I don’t remember whose idea it was, I honestly think it was his, because I’m pretty sure it would never occur to me to read something by a person I’d already completely made up my mind about, and I’m also equally certain I would have been horrified by the idea and laughed in someone’s face if they suggested it (in fact I think I might have). But in any case, me and my Republican friend did something rare in any age of politics, and certainly virtually unheard of now: in a truly gentlemanly exchange of ideas, we agreed to read each other’s Rush Limbaugh books, and dedicate the time to read an entire book by someone diametrically opposed to us politically, and of course, discuss it afterwards.
I can’t say that reading his book entirely changed my mind about Limbaugh, or suddenly made me conservative, or even changed my opinion about any particular political topic. But what it did do was something maybe more important: it humanized him to me, it made me see him as a fully-dimensional human being, instead of the partisan caricature I had been holding in my mind of who Rush was as a person. It turned him, in my mind, from a simple political punching bag, representing not just himself but the entire political right that I disagreed with, but a person with strengths, weaknesses, intelligence, and flaws, just like any of us.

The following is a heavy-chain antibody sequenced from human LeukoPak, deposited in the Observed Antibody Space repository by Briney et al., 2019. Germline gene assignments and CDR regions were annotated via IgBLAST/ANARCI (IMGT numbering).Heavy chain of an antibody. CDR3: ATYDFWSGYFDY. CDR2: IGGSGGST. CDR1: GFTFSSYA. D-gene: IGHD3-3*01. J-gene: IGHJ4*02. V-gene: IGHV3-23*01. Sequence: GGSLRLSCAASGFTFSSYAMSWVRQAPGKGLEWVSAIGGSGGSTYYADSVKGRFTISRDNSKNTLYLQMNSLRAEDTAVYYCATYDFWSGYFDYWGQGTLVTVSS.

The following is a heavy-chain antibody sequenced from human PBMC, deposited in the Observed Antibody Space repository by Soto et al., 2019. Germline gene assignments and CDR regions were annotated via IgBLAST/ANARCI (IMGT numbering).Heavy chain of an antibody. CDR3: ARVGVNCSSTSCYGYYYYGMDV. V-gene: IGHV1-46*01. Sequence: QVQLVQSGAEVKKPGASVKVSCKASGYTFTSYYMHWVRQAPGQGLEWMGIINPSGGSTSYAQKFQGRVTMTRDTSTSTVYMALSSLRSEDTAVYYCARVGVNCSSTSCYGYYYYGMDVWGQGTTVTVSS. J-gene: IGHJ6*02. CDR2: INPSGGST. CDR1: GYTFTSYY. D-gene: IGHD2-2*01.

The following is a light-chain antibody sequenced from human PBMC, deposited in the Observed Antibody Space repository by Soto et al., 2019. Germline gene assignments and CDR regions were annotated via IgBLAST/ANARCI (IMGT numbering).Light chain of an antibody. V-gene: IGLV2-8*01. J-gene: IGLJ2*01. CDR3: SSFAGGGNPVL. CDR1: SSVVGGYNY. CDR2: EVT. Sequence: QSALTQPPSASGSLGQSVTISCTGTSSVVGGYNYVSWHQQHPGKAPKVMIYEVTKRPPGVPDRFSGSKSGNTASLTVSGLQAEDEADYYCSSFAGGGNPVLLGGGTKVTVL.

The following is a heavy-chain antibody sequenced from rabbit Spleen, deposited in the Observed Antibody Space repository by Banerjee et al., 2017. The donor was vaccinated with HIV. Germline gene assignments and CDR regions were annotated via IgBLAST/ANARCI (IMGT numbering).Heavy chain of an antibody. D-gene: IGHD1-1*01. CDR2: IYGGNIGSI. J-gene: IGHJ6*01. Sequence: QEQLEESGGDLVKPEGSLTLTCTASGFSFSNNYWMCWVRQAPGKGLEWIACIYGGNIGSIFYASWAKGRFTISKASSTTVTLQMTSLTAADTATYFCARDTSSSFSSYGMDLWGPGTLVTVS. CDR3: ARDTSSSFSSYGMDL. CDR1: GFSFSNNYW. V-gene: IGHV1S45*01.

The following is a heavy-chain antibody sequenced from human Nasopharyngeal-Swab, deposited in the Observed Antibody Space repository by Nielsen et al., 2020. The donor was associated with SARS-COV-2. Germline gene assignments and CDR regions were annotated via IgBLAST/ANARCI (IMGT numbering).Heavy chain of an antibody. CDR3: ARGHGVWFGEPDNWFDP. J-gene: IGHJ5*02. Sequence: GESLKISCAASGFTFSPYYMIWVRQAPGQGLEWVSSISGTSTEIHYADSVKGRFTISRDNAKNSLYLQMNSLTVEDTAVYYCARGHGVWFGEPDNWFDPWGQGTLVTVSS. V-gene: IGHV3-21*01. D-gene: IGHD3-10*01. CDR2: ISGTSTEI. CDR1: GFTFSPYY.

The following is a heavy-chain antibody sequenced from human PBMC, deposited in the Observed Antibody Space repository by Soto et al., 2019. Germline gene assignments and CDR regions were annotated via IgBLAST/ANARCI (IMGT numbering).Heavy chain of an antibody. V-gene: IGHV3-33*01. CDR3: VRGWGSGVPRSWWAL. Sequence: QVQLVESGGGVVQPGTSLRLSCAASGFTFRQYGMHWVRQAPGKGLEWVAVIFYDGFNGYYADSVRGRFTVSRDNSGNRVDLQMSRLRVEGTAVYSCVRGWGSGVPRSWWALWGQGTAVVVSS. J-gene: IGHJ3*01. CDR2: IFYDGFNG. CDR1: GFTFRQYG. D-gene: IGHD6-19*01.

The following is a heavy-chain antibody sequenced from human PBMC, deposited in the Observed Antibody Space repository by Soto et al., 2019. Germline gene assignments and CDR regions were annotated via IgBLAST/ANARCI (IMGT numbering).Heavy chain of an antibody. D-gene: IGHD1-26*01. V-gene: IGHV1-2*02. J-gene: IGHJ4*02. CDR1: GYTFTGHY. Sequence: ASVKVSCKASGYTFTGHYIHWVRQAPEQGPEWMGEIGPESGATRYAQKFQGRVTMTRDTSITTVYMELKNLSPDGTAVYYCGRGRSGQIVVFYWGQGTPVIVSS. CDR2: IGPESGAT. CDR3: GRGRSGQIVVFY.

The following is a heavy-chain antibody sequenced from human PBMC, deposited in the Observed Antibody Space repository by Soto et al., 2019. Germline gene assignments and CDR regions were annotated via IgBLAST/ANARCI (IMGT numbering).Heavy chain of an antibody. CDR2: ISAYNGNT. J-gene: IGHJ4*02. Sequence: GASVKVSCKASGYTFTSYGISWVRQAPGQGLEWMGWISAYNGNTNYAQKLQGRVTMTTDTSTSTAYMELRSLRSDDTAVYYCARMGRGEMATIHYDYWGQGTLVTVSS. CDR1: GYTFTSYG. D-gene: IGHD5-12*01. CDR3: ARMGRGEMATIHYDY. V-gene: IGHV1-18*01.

It was an important step for my own personal development as a human being, in forcing myself to listen to someone I very easily could say I “hated” as a person and political figure before I had done this, someone I considered vile and loathsome, and not really worthy of thinking of or listening to as a human being. I think this is a very important step that everyone can take to understand people who may seem entirely alien to them based on their view of the world, which is usually based on politics these days, but it can easily apply to someone of a different class, from a different part of the country, or with different interests.
The thing that stood out most to me was Limbaugh’s brutally self-critical honesty about his journey to broadcasting fame. It’s been a long time, and I don’t have the book handy, but something he said really stood out to me and has stuck with me through the years. To paraphrase, it began something like this:
I’ve had many different jobs, and many different careers…and I failed at all of them. I had been fired from almost every job I ever had [he listed maybe five of them], and I started to gain a suspicion that I had no talents to speak of with which I could have a successful professional career or even gainful employment.
In what I thought was a very open and vulnerable passage, detailing at length his many professional failures (which couldn’t have been that far behind him when this book was written), and his personal sense of complete worthlessness, feeling that he had no talent and nothing to offer, he went on to conclude in the following way:
I began to work in overnight radio programs, the only gig I could get, and I would say a few words or make a few comments about current events in the middle of the night and in the morning at the end of my shift as people were driving to work. I eventually started taking calls and having discussions with callers, many of whom disagreed with me or were angry about what I had said, some of whom wanted to actually fight and argue with me. It was then that I discovered that I do have one talent: insulting people. For some reason, for better or worse, this is my gift and my talent.